The unbelievable sound quality from pure silver was so immense and powerful.  It was no longer like listening to music as it was more like experiencing the music.  The music was pushing into you.  Similar to going to a concert and having the music beat and play in your chest. There were songs that had distortion at either loud, high pitched, or at peak cacophony that I attributed to being part of the recording. The Lavricables proved that it was simply that the SR cable was incapable of reproducing those notes.  WHAT!?! I mean, how do you engineer a cable to fail at $1000? I guess so it doesn't out perform or come too close to your $10,000+ cables. In Lavricables, the Grand line is tops; there is nothing higher.  They pour *ALL* their knowledge, best materials and techniques in the Grand line.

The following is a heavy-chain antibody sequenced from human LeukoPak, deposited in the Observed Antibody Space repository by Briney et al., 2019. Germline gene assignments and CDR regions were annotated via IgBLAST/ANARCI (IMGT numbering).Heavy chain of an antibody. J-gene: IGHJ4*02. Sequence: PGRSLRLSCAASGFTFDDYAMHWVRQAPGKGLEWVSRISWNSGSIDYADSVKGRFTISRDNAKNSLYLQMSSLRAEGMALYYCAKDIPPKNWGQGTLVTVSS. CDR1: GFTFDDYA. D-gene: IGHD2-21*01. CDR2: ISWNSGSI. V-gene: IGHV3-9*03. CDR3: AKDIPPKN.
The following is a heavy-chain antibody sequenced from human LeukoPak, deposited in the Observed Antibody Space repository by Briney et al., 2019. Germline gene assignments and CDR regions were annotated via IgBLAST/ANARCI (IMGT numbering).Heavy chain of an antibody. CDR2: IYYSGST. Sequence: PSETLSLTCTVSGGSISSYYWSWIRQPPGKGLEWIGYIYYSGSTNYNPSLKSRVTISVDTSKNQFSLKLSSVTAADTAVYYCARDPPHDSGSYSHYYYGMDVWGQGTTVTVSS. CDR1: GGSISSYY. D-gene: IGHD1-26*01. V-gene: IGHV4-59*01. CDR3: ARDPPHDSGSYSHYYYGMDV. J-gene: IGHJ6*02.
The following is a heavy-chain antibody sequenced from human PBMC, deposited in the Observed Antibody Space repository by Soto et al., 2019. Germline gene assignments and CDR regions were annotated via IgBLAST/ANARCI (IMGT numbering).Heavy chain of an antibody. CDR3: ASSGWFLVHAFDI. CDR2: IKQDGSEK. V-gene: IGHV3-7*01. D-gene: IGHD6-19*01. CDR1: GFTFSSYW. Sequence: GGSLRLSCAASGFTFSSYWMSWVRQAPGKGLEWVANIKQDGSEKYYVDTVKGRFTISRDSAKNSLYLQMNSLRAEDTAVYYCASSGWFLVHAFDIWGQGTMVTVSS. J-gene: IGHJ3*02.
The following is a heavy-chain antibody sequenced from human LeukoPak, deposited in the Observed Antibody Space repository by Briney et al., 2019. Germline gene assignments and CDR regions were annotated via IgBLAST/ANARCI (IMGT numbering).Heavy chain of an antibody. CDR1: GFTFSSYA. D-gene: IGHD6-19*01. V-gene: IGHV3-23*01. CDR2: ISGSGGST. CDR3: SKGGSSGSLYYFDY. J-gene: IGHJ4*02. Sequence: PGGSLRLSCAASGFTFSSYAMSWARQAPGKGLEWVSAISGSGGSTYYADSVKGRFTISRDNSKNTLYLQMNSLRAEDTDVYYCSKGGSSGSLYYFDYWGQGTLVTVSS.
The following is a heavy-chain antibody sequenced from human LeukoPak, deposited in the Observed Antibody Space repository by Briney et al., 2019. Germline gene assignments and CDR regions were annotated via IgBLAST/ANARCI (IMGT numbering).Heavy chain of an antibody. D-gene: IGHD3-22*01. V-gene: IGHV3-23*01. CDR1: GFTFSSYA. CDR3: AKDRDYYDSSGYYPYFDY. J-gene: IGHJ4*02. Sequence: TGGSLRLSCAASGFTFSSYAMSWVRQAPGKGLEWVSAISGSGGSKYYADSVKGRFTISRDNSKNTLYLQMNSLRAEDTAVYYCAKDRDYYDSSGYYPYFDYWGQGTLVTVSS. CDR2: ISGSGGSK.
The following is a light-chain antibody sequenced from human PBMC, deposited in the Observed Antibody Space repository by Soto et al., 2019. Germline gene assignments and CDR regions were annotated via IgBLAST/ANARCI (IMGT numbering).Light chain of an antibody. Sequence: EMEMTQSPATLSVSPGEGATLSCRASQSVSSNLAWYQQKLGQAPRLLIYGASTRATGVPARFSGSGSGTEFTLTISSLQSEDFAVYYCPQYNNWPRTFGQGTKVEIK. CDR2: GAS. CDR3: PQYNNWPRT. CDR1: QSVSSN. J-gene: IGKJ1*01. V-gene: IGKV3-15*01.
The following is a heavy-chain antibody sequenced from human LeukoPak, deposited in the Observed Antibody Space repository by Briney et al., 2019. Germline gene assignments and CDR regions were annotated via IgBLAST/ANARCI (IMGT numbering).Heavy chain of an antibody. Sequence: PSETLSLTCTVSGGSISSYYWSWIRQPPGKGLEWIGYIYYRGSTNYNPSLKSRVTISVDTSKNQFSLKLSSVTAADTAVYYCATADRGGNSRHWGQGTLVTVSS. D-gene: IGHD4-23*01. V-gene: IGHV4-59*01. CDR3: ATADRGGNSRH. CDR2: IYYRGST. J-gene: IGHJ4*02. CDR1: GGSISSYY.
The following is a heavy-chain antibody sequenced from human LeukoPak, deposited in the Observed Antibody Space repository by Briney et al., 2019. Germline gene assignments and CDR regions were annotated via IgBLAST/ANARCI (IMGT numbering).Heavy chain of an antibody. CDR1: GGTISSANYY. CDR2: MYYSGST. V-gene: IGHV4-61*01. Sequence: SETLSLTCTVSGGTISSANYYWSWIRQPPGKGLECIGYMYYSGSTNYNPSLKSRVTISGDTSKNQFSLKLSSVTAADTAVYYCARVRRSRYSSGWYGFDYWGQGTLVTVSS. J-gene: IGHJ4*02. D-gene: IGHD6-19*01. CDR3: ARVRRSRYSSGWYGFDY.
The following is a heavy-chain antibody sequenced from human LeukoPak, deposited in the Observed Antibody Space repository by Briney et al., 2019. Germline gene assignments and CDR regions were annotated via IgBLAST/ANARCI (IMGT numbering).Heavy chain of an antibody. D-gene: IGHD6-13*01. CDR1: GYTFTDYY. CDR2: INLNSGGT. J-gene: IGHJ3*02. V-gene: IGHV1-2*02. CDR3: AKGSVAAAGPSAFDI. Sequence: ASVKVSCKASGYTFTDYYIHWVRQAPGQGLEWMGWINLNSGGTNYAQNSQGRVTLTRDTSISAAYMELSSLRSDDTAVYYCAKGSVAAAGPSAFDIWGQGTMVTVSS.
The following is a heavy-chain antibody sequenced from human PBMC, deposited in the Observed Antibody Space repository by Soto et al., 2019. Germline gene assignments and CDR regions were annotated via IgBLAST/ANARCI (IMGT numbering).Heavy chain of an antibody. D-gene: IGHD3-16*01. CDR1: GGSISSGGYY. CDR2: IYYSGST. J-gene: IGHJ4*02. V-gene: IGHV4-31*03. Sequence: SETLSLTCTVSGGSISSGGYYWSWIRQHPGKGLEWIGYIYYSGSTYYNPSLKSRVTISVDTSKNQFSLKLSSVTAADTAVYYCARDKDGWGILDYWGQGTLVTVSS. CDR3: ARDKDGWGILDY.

I thought long about this and I think I figured it out. It isn't that Synergistic Research is necessarily trying to rip anyone off.  It's the cost of doing business in the United States.  Lavricables are located in Latvia. Synergistic Research and Audioquest are based out of California.  The average MSRP markup on goods in CA is 3000%. To compare, Texas's MSRP markup is 300%. So the cost of materials will be higher to make the same product in CA than it would in TX. Synergistic Research and respectively Audioquest, has to charge what they do to maintain living and operating out of CA. But in Latvia?  It is clear to me that the materials, tech and know how isn't that expensive there.  So it can be surmised that the cost of living and operating out of Latvia is less expensive, which means they can offer the highest grade product at a much lower cost than if the same cable were made here in the United States.